Talk:Intergovernmental Panel on Climate Change

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Former good article nominee Intergovernmental Panel on Climate Change was a good articles nominee, but did not meet the good article criteria at the time. There are suggestions below for improving the article. Once these issues have been addressed, the article can be renominated. Editors may also seek a reassessment of the decision if they believe there was a mistake.
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Social Science[edit]

I removed the ozone section because there's no obvious connection to the IPCC. It's a 14-year-old case study from a single source, and not notable enough for a whole segment here. I also removed the comments from Curry's blog - Hulme's opinion seems notable, but Curry's comment on Hulme seems a bit much, especially when it's sourced to a blog. Guettarda (talk) 19:02, 22 August 2014 (UTC)

And Elzinga - I can't figure out why it's worth citing a book to say that the IPCC process was a "global attempt to find and orchestrate the findings of global (climate) change research". How else would they have carried out their mandate? Guettarda (talk) 19:21, 22 August 2014 (UTC)

  • William M. Connolley has erased the Comparision with the Ozone Layer Challenge and is about to erase Judith Curry, since he doubts her blog being a valid source and Guettarda doubts Elzinga notability.
  • Elzingas study was already in the 90ties and is one of the first studies to deal with the IPCC from a sociology standpoint. So he's in for historical reasons. If User:Guettarda has a believe in TINA politics, so be it, but alternatives would have been - as shown by the Ozone case, to have three scientists alone deal with similar strong industry resistance and give them a Nobel Prize after they nevertheless succeeded in having regulation installed, and not before. The ozone case took much less time between finding the problem and addressing it, regulation happened long bevore the (science) consensus was established. It is stated at Grundmann as well that IPCC global approach does somwhat neglect regional gains and losses. Grundmann assumes therefore that the (global) consensus approach used by the IPCC is hampering actual climate regulation to happen where it belongs, on the local government level. Btw, thats an approach shared by e.g. the Roger Pielkes and Hans von Storch.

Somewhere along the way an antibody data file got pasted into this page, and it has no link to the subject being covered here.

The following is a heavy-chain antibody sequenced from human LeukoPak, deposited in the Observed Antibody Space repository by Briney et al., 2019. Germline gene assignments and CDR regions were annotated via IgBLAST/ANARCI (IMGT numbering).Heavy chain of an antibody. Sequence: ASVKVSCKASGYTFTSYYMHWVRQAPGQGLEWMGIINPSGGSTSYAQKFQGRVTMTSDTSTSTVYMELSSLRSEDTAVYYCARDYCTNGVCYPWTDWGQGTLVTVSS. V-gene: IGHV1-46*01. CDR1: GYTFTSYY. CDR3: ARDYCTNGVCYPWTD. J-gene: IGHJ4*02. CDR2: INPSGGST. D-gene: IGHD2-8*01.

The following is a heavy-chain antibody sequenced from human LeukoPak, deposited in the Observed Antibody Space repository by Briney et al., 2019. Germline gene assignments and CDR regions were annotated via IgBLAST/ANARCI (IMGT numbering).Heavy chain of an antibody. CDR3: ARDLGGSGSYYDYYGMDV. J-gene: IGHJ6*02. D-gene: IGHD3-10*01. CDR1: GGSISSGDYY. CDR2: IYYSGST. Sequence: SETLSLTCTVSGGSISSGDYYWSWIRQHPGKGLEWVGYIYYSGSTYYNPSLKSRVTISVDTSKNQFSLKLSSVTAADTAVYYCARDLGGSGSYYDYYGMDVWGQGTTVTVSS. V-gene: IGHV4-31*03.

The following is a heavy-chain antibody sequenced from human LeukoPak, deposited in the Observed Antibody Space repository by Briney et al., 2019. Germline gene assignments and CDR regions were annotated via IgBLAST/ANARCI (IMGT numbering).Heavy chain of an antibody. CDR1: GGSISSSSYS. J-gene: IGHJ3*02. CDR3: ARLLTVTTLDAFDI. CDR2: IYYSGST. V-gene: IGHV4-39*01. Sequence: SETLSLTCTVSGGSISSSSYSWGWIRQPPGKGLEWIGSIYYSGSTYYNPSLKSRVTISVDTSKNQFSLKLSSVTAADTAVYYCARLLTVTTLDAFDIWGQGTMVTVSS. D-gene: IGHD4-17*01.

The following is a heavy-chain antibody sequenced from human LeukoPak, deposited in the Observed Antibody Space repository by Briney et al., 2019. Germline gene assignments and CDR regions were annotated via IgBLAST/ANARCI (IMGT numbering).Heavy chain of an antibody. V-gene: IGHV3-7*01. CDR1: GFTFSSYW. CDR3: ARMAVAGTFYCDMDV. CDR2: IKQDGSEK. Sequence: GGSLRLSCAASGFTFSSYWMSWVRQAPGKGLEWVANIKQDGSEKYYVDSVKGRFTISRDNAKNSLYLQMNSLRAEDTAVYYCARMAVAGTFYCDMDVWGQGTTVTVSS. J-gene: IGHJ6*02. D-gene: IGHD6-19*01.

• Curry: Sorry for you, but Curry calls, in a peer reviewed journal (CAB Reviews) as of 2013 the consensus being "manufactured" and doubts the ‘expert judgments’ about confidence levels by the IPCC as being dominated by unquantifiable uncertainties. I have quoted Hulmes similar critical assessments along her blog, however Hulmes original is online as well.
  • With regard to the Ozone layer comparision, I agree that one might shorten the entry. But its out of question to dare to call a study on important IPCC aspects by a sociologist dealing with the sociology of climate change a "minor report". Thats research which was published in a major book about finding solutions for complex problems published by the Max Planck Institute for the Study of Societies. According the scholar, Grundmann, the architects of the IPCC took the Ozone layer example as base of the unified reporting and science assessement and used establishing a broad and international science consensus as base of authority towards policy makers. But the IPCC failed to solve the burden-sharing conflicts between different world regions and were not able or to come up with effective solution proposals beyound a set of mimimum goals. The ozone dispute was settled BEFORE a scientific consensus was found, its was just three scientists (not more, but the trio got the 1995 Nobel prize in chemistry) which identified the Ozone layer problem AND which suggested feasible case by case solutions for the policy makers. Grundmann speculates as well that since 2000 the "armistice", as it had been built up with the IPCC consensus work process before, has then been broken and an open scientific controversy is seemingly at hand since. The aim for consensus, Grudmann suggests, has not helped but hampered the IPCC to get its message accross. The paragraph contains crucial points about the larger picture of the IPCC successes and failures and belongs in the article. Serten (talk) 19:45, 22 August 2014 (UTC)
I don't think the ozone layer comparison belongs here. The comparison, if one makes it, is between ozone and gw. Not ozone and ipcc. I think that's a useful comparison to make, but I'm not sure your text helps. Your author is certainly wrong to assert that the IPCC failed to solve the problem, since it wasn't theirs to solve. The observation that the ozone stuff was acted on politically at a level of scientific certainty far lower that that currently existing for GW is a point that many people make; but again, doesn't belong here. It might belong in politics of GW William M. Connolley (talk) 20:18, 22 August 2014 (UTC)